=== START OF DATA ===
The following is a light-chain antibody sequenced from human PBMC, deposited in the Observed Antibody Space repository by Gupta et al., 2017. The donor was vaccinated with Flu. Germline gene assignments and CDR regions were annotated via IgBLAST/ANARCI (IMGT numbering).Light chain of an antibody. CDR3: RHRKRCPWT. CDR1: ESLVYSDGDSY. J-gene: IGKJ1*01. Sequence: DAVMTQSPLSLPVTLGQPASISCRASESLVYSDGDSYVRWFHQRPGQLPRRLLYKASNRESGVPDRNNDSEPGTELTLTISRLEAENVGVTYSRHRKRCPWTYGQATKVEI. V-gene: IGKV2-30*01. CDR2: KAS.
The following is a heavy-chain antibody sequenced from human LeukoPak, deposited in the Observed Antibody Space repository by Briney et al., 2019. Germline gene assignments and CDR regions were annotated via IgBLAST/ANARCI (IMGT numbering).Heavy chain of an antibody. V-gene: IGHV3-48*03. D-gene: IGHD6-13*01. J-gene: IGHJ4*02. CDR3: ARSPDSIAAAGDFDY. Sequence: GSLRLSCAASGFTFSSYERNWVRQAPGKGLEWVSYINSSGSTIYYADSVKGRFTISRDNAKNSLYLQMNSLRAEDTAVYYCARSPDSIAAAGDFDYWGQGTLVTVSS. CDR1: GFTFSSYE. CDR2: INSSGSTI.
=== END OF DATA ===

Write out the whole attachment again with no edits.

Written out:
The following is a light-chain antibody sequenced from human PBMC, deposited in the Observed Antibody Space repository by Gupta et al., 2017. The donor was vaccinated with Flu. Germline gene assignments and CDR regions were annotated via IgBLAST/ANARCI (IMGT numbering).Light chain of an antibody. CDR3: RHRKRCPWT. CDR1: ESLVYSDGDSY. J-gene: IGKJ1*01. Sequence: DAVMTQSPLSLPVTLGQPASISCRASESLVYSDGDSYVRWFHQRPGQLPRRLLYKASNRESGVPDRNNDSEPGTELTLTISRLEAENVGVTYSRHRKRCPWTYGQATKVEI. V-gene: IGKV2-30*01. CDR2: KAS.
The following is a heavy-chain antibody sequenced from human LeukoPak, deposited in the Observed Antibody Space repository by Briney et al., 2019. Germline gene assignments and CDR regions were annotated via IgBLAST/ANARCI (IMGT numbering).Heavy chain of an antibody. V-gene: IGHV3-48*03. D-gene: IGHD6-13*01. J-gene: IGHJ4*02. CDR3: ARSPDSIAAAGDFDY. Sequence: GSLRLSCAASGFTFSSYERNWVRQAPGKGLEWVSYINSSGSTIYYADSVKGRFTISRDNAKNSLYLQMNSLRAEDTAVYYCARSPDSIAAAGDFDYWGQGTLVTVSS. CDR1: GFTFSSYE. CDR2: INSSGSTI.